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Convicted Offender DNA Backlog Reduction Program: U.S. Department of Justice Audit
Raymond J. Beaudet (ed)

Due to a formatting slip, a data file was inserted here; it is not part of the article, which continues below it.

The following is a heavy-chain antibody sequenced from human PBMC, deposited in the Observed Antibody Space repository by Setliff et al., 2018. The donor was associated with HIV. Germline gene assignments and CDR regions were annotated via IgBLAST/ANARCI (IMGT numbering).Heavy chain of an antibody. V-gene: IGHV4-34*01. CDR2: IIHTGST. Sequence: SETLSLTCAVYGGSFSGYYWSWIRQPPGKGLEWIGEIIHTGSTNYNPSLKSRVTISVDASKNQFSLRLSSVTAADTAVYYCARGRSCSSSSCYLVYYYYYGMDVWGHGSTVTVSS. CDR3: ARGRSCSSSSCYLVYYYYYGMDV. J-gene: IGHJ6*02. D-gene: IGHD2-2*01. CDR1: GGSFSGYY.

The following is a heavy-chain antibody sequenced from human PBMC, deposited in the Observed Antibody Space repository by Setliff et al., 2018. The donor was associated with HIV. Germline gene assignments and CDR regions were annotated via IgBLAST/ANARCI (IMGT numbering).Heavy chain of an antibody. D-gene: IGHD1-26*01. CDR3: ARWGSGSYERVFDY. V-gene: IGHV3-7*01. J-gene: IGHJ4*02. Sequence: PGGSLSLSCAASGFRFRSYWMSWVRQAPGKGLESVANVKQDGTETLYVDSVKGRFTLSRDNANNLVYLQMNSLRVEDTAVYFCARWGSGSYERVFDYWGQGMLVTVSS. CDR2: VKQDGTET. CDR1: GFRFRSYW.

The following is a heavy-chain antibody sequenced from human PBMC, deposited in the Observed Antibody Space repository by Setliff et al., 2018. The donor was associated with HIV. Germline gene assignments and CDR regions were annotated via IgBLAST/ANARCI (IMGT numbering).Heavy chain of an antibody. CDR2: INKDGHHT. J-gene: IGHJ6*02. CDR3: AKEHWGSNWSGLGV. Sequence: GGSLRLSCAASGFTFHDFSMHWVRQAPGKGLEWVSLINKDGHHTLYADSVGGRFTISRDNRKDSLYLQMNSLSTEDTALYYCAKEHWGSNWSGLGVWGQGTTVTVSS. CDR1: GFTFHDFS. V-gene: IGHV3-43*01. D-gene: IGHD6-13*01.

Advances in DNA tech. provide law enforcement powerful new tools to identify suspects from biological evidence where older techniques could not. However, public and private crime laboratories are not fully equipped to handle the increased demand for DNA testing. The increased demand for DNA analyses, without a corresponding growth in forensic laboratory capacity, has caused a large backlog of unanalyzed DNA samples from convicted offenders and crime scenes, and this backlog can significantly delay criminal investigations. To aid in reducing this national convicted offender DNA sample backlog the Dept. of Justice (DOJ) -– through its Office of Justice Programs’ (OJP), National Institute of Justice (NIJ) funded the first year of the Convicted Offender DNA Backlog Reduction Program (Backlog Reduction Program) in FY 2000. To further promote the use of DNA tech., the DOJ established a strategic objective to increase the availability and use of technological resources for combating crime. As part of this effort, in 2004 DOJ implemented a 5-year, $1 billion DNA initiative to improve the capacity to solve crimes using DNA evidence by eliminating casework and convicted offender backlogs, funding R&D, improving crime lab. capacity, and providing training for all stakeholders in the justice system. In support of this DNA initiative, funding is provided to help states reduce the backlog of convicted offender samples awaiting analysis and entry into the Combined DNA Index System (CODIS) maintained by the FBI. As a result, DOJ – -through its OJP, NIJ – has funded several programs to strengthen DNA capabilities in state and local labs. This audit examines the Backlog Reduction Program, which is designed to accelerate the analysis of convicted offender and arrestee DNA samples collected by states and to provide timely CODIS-compatible data for state and national DNA databases. The Backlog Reduction Program is intended to help states with existing labs. that conduct DNA analysis of samples from convicted offenders or arrestees to reduce their backlog of such samples by either in-house analysis or by sending samples to vendor laboratories for analysis. Figures.
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